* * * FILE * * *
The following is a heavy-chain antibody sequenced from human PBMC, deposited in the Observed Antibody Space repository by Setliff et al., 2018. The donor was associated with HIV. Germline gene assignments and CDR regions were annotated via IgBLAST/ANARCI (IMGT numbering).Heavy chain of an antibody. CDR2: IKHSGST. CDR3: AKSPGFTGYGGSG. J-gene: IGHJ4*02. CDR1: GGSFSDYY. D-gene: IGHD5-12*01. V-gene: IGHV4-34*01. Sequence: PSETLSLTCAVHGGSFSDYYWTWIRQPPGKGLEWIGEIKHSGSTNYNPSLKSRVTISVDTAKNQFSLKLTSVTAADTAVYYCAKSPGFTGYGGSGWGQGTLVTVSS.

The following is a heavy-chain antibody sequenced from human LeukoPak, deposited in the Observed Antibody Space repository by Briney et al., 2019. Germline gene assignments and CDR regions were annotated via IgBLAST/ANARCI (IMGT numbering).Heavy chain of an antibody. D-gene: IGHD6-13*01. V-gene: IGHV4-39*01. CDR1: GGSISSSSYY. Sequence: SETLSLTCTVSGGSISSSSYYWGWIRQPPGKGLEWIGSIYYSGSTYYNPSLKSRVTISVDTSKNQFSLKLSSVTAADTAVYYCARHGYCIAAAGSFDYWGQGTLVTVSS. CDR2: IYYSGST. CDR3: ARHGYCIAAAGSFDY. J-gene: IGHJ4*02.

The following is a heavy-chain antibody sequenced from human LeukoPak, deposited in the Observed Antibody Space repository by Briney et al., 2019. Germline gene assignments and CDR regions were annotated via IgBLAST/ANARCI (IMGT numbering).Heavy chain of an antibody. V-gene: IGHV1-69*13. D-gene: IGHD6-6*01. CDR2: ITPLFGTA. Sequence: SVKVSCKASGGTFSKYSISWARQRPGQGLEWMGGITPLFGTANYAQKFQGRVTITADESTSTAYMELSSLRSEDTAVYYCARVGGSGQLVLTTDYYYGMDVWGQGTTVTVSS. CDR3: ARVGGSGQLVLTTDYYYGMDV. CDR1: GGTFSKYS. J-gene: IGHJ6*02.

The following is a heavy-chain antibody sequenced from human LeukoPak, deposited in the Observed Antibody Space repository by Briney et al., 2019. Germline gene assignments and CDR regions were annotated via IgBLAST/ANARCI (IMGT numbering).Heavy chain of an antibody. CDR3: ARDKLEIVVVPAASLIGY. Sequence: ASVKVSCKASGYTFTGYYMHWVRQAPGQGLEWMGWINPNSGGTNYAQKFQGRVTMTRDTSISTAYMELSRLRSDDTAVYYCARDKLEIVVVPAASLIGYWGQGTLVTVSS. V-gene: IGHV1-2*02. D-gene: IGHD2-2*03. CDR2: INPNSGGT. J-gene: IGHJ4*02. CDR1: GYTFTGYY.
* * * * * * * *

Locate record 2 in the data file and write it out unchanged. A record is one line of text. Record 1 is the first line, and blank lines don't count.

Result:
The following is a heavy-chain antibody sequenced from human LeukoPak, deposited in the Observed Antibody Space repository by Briney et al., 2019. Germline gene assignments and CDR regions were annotated via IgBLAST/ANARCI (IMGT numbering).Heavy chain of an antibody. D-gene: IGHD6-13*01. V-gene: IGHV4-39*01. CDR1: GGSISSSSYY. Sequence: SETLSLTCTVSGGSISSSSYYWGWIRQPPGKGLEWIGSIYYSGSTYYNPSLKSRVTISVDTSKNQFSLKLSSVTAADTAVYYCARHGYCIAAAGSFDYWGQGTLVTVSS. CDR2: IYYSGST. CDR3: ARHGYCIAAAGSFDY. J-gene: IGHJ4*02.